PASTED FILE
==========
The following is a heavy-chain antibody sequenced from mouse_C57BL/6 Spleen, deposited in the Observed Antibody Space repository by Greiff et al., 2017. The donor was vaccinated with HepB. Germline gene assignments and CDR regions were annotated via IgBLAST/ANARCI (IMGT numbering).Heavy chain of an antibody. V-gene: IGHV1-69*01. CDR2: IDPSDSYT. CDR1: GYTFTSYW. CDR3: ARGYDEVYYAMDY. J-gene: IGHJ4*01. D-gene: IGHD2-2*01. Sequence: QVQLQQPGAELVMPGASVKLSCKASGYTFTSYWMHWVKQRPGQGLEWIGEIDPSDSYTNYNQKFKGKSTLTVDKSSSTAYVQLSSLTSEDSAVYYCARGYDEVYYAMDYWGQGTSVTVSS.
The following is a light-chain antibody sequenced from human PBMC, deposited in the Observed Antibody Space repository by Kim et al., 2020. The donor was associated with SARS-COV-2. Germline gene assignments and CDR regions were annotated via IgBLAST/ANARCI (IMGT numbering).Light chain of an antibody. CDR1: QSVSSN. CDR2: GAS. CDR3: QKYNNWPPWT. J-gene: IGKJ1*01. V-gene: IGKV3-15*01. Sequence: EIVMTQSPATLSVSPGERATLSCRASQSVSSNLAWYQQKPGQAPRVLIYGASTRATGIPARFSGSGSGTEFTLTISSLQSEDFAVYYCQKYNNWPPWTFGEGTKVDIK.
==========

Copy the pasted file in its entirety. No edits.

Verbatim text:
The following is a heavy-chain antibody sequenced from mouse_C57BL/6 Spleen, deposited in the Observed Antibody Space repository by Greiff et al., 2017. The donor was vaccinated with HepB. Germline gene assignments and CDR regions were annotated via IgBLAST/ANARCI (IMGT numbering).Heavy chain of an antibody. V-gene: IGHV1-69*01. CDR2: IDPSDSYT. CDR1: GYTFTSYW. CDR3: ARGYDEVYYAMDY. J-gene: IGHJ4*01. D-gene: IGHD2-2*01. Sequence: QVQLQQPGAELVMPGASVKLSCKASGYTFTSYWMHWVKQRPGQGLEWIGEIDPSDSYTNYNQKFKGKSTLTVDKSSSTAYVQLSSLTSEDSAVYYCARGYDEVYYAMDYWGQGTSVTVSS.
The following is a light-chain antibody sequenced from human PBMC, deposited in the Observed Antibody Space repository by Kim et al., 2020. The donor was associated with SARS-COV-2. Germline gene assignments and CDR regions were annotated via IgBLAST/ANARCI (IMGT numbering).Light chain of an antibody. CDR1: QSVSSN. CDR2: GAS. CDR3: QKYNNWPPWT. J-gene: IGKJ1*01. V-gene: IGKV3-15*01. Sequence: EIVMTQSPATLSVSPGERATLSCRASQSVSSNLAWYQQKPGQAPRVLIYGASTRATGIPARFSGSGSGTEFTLTISSLQSEDFAVYYCQKYNNWPPWTFGEGTKVDIK.